Amazon this morning staked another claim in the billion-dollar wedding industry with the launch of a new Wedding Shop dedicated to sales of handcrafted items, including décor, invitations, gifts, jewelry, accessories and more. The shop is an offshoot from the retailer’s less than two-year old Etsy competitor, Handmade at Amazon, which aims to offer the same sort of original, artisan-designed products people have come to expect from the rival crafts marketplace.
It’s not surprising to see Amazon doubling down on the $300 billion wedding industry – an area of its business where it’s invested in the past, including with last year’s revamp of its online wedding registry, which now includes gift ideas, gift-giver tracking, an 180-day return policy, and support for adding products from other retailers’ websites.
With Handmade’s new Wedding shop, Amazon is aiming for customers who are in search of more personalized, one-of-kind items – the kind of things they made have otherwise turned to Etsy for, if shopping online.
The move also comes at a time when Etsy itself is coming under pressure to reduce its spending, grow sales, and generally start acting like a conventional, shareholder-focused company, Bloomberg recently reported.
That includes tackling the looming threat that’s Amazon’s foray into the “handmade” business. While some Etsy sellers declined to participate on Amazon’s online shop out of principle, others found that staying with Etsy has limited their growth. Meanwhile, the lines between Etsy and more traditional retail are blurring now that the crafts marketplace has permitted some mass-produced goods on its site. The case to be made to these sellers now is – if you have to share virtual shelf space next to manufactured goods, why not do it on Amazon where you’ll get more traffic and the potential to scale your business?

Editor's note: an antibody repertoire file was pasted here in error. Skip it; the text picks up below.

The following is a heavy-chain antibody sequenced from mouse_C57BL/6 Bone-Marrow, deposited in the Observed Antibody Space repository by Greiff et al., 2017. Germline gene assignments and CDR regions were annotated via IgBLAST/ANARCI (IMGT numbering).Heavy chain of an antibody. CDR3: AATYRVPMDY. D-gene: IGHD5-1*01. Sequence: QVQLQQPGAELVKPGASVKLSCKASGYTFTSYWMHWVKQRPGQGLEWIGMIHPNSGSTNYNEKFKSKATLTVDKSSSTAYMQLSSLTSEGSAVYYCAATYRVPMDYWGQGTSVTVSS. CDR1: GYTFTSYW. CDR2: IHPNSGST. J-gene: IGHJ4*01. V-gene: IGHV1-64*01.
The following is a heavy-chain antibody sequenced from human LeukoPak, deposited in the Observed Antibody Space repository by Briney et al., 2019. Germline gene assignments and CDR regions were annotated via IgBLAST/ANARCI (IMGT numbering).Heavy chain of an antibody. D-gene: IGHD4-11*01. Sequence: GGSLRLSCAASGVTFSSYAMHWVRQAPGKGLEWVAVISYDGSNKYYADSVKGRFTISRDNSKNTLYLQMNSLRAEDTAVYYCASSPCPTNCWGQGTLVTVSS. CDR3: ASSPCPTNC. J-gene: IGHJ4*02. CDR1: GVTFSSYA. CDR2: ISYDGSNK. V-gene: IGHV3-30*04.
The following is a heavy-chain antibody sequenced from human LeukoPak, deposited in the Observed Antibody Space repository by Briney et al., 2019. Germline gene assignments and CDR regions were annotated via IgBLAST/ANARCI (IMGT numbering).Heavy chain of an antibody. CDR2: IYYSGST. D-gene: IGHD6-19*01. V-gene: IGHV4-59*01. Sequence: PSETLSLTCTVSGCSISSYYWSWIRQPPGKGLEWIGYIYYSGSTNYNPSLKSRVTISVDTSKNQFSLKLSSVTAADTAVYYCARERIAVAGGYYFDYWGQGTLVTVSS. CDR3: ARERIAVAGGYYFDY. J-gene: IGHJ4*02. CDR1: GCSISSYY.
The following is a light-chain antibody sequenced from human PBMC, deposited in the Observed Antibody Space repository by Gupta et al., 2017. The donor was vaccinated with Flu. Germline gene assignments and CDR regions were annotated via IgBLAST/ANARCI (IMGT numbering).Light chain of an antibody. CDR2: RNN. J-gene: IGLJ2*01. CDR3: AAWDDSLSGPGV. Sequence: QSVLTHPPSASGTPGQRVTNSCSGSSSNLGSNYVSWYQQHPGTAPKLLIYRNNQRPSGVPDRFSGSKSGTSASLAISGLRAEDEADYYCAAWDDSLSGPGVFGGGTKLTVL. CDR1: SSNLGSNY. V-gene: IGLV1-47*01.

With the new Wedding Shop, Amazon is breaking out a particular segment of the weddings industry and giving its own destination on its site. T
he new storefront features venue and reception décor (like signs, table decorations, candles, confetti, etc.), invitations and other paper products, handmade jewelry, bridal and groom fashion accessories (hair accessories, hats, veils, sashes, handbags, garters, ties, cufflinks, etc.), and gifts and mementos for the wedding party.
A focus on wedding items also make sense in terms of the bottom line. Because they’re emotional purchases, not practical ones, consumers often tolerate spending more. Retailers typically cater to this sentiment by hiking prices on their end, knowing that shoppers will pay. For example, a recent study found that retailers were charging 3.9 times more for items marked as “wedding dresses,” compared with dresses than were comparable in style, but not marketed as bridal attire. Similarly, bridesmaids dresses were marked up 1.8 times.
The same price manipulation could apply to other wedding-related items, and adding “handmade” the equation, could potentially increase prices more. However, a quick browse of Amazon’s shop finds that a number of the items listed are not heavily all that pricey – while you might find a $400 veil, for example, it’s listed alongside a $45 alternative or under $20 headpieces, like barrettes and combs.
In fact, of the tens of thousands of products on the new site, the category with the most items (31,811 items at launch) is the “under $25” grouping.
Amazon says the new Wedding Shop is only available in the U.S. – a country that accounts for $55 billion of the industry’s overall market share – but it can be shopped by customers worldwide, by visiting the U.S. Amazon site.
Shares of Amazon were up 0.4 percent in pre-market trading on Tuesday; Etsy stock was unchanged.